Leverett woman bringing Eastern herb treatments to Greenfield
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Mary Ryan of Blue Dragon Apothecary in Greenfield uses a dropper bottle with a tincture of relaxing herbs. Purchase photo reprints »
Mary Ryan of Blue Dragon Apothecary in Greenfield with fresh peppermint. Purchase photo reprints »
Mary Ryan of Blue Dragon Apothecary in Greenfield with an herb called Helichrysum. Purchase photo reprints »
There’s more than a bit of magic as you enter Blue Dragon Apothecary.
As unlikely as it might be to find it in a Victorian house on Highland Avenue, the wooden-accented first-floor space adds to what can only be called the enchantment of shelves of glass canisters lined up containing an array of dried herbs: prickly ash, blessed thistle, oat tops, comfrey root and on and on.
The apothecary, which moved to Greenfield last month from Amherst, can be a fairly busy place on Thursdays, when Leela Whitcomb-Hewitt, trained in Tibetan medicine, offers walk-in Ku Nye massage therapy. Or on Fridays, when owner Mary Ryan and herbalist Jade Alicandro Mace provide low-cost, walk-in herbal medicine consultations.
But day in and day out, people with appointments show up for roughly 300 herbal remedies, in the form of tinctures as well as dried herbs and powders — many of those clients following Ryan and her team from Amherst, where Blue Dragon operated for more than a year at the Nacul Center for Ecological Architecture. Many of the herbs, themselves, come from around the region — from Ryan’s or Mace’s home gardens in Leverett, from the Nacul center garden or from other herb growers.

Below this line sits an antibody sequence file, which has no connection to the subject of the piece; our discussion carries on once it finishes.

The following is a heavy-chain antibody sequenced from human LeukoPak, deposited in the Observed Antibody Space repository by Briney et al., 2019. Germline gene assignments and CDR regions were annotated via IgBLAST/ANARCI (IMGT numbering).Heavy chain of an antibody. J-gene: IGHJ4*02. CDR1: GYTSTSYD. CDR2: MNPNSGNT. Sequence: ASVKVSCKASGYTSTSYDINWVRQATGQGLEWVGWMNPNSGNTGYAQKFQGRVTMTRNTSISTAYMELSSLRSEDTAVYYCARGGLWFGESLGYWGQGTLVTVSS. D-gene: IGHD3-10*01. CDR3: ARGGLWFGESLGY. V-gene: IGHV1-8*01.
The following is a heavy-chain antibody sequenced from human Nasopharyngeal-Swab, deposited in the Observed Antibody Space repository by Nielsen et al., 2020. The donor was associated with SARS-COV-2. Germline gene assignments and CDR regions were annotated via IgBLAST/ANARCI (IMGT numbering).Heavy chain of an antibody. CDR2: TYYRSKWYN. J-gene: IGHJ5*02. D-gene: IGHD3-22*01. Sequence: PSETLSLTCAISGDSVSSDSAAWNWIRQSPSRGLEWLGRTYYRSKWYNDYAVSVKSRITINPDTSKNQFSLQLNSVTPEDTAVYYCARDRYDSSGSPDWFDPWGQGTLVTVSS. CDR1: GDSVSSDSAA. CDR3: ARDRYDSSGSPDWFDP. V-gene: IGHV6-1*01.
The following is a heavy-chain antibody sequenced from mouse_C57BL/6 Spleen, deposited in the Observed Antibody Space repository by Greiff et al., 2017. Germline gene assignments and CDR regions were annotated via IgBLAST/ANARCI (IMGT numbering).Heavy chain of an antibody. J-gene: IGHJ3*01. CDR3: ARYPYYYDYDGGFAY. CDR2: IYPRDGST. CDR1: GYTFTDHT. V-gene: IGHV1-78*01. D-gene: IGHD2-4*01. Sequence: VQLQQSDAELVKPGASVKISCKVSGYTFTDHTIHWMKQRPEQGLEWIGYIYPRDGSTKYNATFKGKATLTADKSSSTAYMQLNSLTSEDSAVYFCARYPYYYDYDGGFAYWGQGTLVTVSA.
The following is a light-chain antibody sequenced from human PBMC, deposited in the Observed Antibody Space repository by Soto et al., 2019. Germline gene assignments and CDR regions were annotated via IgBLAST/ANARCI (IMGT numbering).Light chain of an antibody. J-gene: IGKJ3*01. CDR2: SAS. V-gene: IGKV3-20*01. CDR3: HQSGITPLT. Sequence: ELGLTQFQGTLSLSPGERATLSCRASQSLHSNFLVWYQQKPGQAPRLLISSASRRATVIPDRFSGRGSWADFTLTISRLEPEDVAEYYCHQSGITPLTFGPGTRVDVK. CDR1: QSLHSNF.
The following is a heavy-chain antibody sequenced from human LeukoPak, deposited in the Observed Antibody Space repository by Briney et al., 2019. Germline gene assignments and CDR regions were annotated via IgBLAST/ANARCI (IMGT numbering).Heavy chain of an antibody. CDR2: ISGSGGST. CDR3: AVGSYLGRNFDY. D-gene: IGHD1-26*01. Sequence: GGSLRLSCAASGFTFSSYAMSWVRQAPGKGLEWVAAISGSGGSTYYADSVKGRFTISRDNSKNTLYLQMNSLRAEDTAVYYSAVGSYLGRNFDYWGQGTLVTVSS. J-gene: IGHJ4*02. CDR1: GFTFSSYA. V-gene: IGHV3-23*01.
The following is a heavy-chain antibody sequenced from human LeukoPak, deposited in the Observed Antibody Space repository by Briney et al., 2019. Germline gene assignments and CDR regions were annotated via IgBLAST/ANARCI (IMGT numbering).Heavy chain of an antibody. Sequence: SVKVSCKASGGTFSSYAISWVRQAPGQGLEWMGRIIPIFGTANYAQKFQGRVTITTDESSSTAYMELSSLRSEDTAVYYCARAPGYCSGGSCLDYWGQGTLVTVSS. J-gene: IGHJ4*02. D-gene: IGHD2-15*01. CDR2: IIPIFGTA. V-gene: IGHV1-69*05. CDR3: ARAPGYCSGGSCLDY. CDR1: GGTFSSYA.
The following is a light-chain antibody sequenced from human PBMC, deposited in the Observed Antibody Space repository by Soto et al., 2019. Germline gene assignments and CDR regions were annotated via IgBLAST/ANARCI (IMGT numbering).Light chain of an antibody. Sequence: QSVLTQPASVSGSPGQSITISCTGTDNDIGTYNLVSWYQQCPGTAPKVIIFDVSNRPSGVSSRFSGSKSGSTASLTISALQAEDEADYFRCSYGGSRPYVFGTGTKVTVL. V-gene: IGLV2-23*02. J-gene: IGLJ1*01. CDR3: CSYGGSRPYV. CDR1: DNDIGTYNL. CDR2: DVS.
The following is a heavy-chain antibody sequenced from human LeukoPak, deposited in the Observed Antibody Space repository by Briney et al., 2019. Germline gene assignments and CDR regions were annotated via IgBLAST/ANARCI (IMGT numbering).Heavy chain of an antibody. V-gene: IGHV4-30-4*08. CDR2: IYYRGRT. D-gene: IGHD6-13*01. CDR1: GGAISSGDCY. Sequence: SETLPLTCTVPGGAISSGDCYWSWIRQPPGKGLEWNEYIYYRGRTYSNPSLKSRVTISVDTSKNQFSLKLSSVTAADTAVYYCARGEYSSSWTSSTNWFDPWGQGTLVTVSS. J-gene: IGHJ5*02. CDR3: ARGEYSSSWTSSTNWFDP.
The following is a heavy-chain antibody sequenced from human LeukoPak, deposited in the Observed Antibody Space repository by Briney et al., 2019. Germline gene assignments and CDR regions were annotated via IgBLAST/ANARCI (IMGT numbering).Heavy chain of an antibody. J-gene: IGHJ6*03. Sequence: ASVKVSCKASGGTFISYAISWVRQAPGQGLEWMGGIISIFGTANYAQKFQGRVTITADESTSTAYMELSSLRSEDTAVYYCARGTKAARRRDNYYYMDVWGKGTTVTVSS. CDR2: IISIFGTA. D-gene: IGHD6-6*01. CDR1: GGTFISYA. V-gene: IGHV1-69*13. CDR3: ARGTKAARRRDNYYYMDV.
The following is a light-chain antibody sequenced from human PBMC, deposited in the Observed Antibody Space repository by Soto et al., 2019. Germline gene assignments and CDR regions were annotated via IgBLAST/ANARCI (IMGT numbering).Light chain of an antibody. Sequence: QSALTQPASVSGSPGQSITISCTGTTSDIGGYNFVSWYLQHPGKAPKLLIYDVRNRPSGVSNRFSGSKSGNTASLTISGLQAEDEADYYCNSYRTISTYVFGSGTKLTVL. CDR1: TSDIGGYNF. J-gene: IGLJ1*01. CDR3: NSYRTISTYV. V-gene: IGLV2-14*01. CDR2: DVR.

It’s all a long way from Dharamsala, where Ryan did her field studies while earning her doctorate in medical anthropology from Oxford University, where she also earned her master’s in biological anthropologya. But it’s there that Ryan, who grew up in Newton and began her studies at the University of Massachusetts, compared traditional Tibetan medical approaches with the Tibetan refugees arriving in that northern Indian city back in 1991.
She looked at how arthritis and the Tibetan diagnosis known as loong — the combination of stress and anxiety exhibited by many of the refugees who have recently escaped into India, many of them malnourished.
With access to a center offering traditional Tibetan medicine as well as a Western hospital there, she researched how randomly divided patients did with aspirin versus traditional Tibetan medicine — first, sorting through the difficult questions of which viewpoint to use in diagnosing and measuring results.
“We sought out people with swollen, painful joints that were red to the touch,” says Ryan, who gave patients a self-reporting questionnaire and used a physical therapy protocol to score pain, range of motion and strength over weeks. She also looked at how the refugees were doing in their daily life.
Her research found slightly more improvement in range of motion and strength with the Tibetan medicine, along with “quite a pronounced improvement” with how they lived their day-to2-day functions.
But when it came to pain, the Western medicine group “did off-the-charts better,” admits Ryan, who also did research for the University of Copenhagen on mental health needs of Tibetan refugees in Dharamsala, and who later was a visiting professor at Harvard University’s School of Public Health.